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A Trip Down the Pet Food Aisle Reveals Harmful Food Additives

Tuesday, July 15, 2008 by: Susan Thixton
Tags: pet food, health news, Natural News

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(NewsTarget) I took a little field trip yesterday to Walmart and paid a visit to the pet food aisle. It was one of the most discouraging field trips I've ever taken. I'm not going to mention any product names but do I have some interesting pet food sales tricks to share with you.

The number one interesting marketing technique (and I have changed the exact words to protect the identity of this pet food) -- Blazoned across one pet food was Crunchy Beefy Nuggets™. Did you catch it? Crunchy Beefy Nuggets is a trademark name –- it's a name! It has nothing to do with the pet food, it doesn't necessarily contain any beef, and it is literally just a name. Very slick –- not healthy pet food, but slick pet food marketing.

The most common sales technique I found was pet foods that are 'flavored'. The actual name of the pet food was 'Steak and Vegetable Flavor' or 'Chicken and Fish Flavor' –- one even got very specific with the name mentioning Albacore Tuna and Yellow Fin Tuna Flavor. The trick there is the pet food is just Flavored with steak and vegetables or Albacore Tuna -- that's not really in the pet food. Again, it's just the flavor. Most people do not get that, they see Albacore Tuna and Yellow Fin Tuna or they see Steak and Vegetable, they don't see Flavor. Most pet owners just assume that since the front of the pet food bag –- in big bold letters says Albacore Tuna on it –- it's got Albacore Tuna inside the bag. If the food actually had Steak and Albacore Tuna in it, it wouldn't say 'Flavor' on the front. It would say 'with Steak and Albacore Tuna' and it would cost more (Albacore Tuna does cost more than Albacore Tuna Flavor).

One pet food proudly stated 'No Fillers' on the front of the bag, yet in the small print of the ingredient list -- Ground Corn, Chicken by-products, Corn Gluten Meal were the first three ingredients. Sounds like fillers to me!

Another mentions "New Shapes and Colors". Let's see, does this mean this pet food is using more Red Dye now or more Yellow Dye? Very discouraging.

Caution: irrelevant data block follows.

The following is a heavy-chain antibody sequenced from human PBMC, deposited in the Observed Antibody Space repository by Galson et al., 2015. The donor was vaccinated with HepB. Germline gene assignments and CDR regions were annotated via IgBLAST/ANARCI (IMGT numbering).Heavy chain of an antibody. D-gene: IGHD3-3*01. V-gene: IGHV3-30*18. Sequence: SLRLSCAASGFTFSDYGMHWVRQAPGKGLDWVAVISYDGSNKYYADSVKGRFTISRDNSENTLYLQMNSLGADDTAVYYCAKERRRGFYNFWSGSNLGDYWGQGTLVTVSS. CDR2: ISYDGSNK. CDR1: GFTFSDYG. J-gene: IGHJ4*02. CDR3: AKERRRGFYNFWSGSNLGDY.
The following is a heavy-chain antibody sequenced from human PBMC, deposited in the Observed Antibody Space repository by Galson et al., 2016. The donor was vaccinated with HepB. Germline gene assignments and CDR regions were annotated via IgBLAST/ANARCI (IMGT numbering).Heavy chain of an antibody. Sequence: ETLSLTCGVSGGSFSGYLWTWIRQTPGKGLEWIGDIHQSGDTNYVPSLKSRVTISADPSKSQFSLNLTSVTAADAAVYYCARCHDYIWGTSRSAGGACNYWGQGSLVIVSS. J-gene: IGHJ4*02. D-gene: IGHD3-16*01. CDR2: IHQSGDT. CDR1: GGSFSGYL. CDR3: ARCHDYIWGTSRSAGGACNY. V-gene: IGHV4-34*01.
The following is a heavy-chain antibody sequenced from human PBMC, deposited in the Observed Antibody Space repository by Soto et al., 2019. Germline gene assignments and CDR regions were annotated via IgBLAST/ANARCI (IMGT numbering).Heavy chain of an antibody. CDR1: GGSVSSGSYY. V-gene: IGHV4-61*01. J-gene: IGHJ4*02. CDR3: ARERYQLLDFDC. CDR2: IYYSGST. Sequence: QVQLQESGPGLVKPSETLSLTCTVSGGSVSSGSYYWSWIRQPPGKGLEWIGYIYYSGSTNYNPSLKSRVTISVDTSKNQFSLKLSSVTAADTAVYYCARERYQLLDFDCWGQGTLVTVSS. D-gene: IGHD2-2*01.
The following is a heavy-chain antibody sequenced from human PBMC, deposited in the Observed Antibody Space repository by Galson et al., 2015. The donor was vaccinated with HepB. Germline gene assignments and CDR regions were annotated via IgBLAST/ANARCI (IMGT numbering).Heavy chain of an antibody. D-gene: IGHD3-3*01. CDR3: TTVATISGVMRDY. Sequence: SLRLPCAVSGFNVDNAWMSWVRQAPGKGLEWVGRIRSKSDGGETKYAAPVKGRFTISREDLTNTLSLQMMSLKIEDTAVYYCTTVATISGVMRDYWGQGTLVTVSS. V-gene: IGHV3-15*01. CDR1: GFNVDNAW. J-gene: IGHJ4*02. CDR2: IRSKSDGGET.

One pet food bragged that it contained Protein and Phosphorus for Strong Muscles. Phosphorus? Wikipedia provides us with the following: "The most important commercial use of phosphorus-based chemicals is the production of fertilizers. Phosphorus compounds are also widely used in explosives, nerve agents, friction matches, fireworks, pesticides, toothpaste, and detergents. Among other uses these are used to improve the characteristics of processed meat and cheese." I'm not sure I'd brag about that.

I found a lot of pictures of steaks and chicken on the front of the pet food bags, but I had a very challenging time finding any beef or chicken listed in the ingredients. Oh, but I did find a lot of BHA and BHT, Animal Fat, and Dyes.

I left the pet food aisle just shaking my head –- actually more than a little blown away at how many by-products, meat and bone meals, and BHA/BHT pet foods that were there. In the 20 minutes or so I was looking at pet food and pet treat labels, probably five or six pet owners came in and purchased pet food. I kept my mouth shut, but it was very tough to do. To give Walmart a little credit (geez I hate to do that), there were a couple of pet foods that were good (not great, but good). I understand that not everyone can afford to spend $25 for a 20 pound bag of pet food. But in my opinion, no one should spend a dime on pet foods that contain by-products, meat and bone meals, and BHA/BHT (or other chemical preservatives). The dime or nickel you save for each meal your pet eats will probably cost you years off their life and thousands in vet bills later on.

About the author

Susan Thixton has an international pet people following providing dog and cat lovers a trusted source for pet food and pet food ingredient information. She's been called courageous, perseverant, even "the Caped Crusader for Pets" for her 16 year study of pet food. Susan Thixton is the author of hundreds of pet industry articles and the 2006 released book Truth About Pet Food (currently being updated for a second edition). She developed and publishes the pet product consumer magazine Petsumer Report and is a frequent speaker and radio guest all over the U.S. and Canada with more than 70 appearances in the last 2 years.
If you are looking for straight forward pet food information that can have an almost immediate impact on your pet's health - subscribe to the free newsletter, and subscribe to Petsumer Report to see reviews of close to 700 dog and cat foods and treats (adding 40+ each month). Susan Thixton's 'truth' will help you find a safer, healthier dog or cat food that could add years to your pet's life. http://www.TruthAboutPetFood.com

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